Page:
Father Cummins later reflected on these early months, stating, "the Catholics (at the time) were scanty in number and slender in means. We started in a rude tent for our church -- very primitive to some people and to some, very poetic -- but I was glad later on when I sold the property and moved into the basement of our present church." For those risking the cold and heat every Sunday, their suffering would be short-lived, as by Christmas of 1893 enough progress had been made on the lower church for its use by parishioners.

Still, Father Cummins needed to raise funds to complete the rest of the building, and the parish became known for its annual barbecues to that effect. In each of the 10 years they were held at the Apollo Gardens on Amory Street in Roxbury, they included concession tables, games, speeches, and dances, but the highlight was always the roasting of an entire ox which could weigh up to 1,400 pounds.

The church was finally completed so that then Archbishop William O'Connell was able to dedicate the new Sacred Heart Church on June 5, 1910, a day Father Cummins called the greatest in the parish's history.

In the years between being named pastor of Sacred Heart Parish and the highway dedication, Father Cummins showed a great energy which benefited the local community. Part of his duties were to care for smallpox victims in Boston and patients of the Boston Insane Hospital.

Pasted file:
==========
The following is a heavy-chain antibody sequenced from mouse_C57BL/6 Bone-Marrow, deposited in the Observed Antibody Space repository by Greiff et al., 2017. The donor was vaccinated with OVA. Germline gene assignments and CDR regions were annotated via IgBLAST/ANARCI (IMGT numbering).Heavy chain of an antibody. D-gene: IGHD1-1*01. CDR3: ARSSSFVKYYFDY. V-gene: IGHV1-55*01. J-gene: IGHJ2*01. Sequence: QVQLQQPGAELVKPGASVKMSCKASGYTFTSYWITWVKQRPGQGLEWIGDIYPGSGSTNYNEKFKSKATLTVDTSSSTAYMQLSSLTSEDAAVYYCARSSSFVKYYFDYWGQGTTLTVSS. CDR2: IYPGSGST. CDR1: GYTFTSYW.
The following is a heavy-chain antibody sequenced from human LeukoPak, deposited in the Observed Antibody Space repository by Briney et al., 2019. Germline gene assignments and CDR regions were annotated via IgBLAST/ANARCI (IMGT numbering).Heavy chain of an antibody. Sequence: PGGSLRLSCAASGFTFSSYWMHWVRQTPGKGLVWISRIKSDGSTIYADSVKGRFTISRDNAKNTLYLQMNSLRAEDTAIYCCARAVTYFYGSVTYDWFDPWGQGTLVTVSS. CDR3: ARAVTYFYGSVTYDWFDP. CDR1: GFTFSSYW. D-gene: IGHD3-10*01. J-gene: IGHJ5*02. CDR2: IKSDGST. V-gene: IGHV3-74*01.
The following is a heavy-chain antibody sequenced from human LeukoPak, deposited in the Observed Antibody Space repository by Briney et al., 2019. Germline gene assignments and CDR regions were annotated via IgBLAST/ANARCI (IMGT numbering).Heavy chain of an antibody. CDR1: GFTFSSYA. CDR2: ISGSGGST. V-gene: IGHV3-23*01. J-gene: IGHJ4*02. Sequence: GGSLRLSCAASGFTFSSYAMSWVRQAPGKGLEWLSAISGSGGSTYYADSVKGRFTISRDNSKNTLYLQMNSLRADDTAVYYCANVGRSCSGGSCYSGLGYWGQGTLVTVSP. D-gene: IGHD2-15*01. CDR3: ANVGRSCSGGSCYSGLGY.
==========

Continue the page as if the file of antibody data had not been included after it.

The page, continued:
At the outbreak of the Spanish American War (April 21 to Dec. 10, 1898), he was elected to deliver a speech at a large meeting at Faneuil Hall, urging the formation of an Irish regiment in Boston. When the war ended, he was selected by Archbishop John J. Williams to serve the returning veterans suffering from typhoid fever.

Father Cummins is also credited with encouraging the Knights of Columbus to form a Roslindale Council. Heeding his call, four men, already members, received a charter and enrolled 54 inaugural members of the Archbishop John J. Williams Knights of Columbus Council #1308, established April 26, 1908.

And under his leadership, a parish school was also founded in 1916, St. Francis Xavier School, staffed by the Sisters of Charity of Convent Station, New Jersey.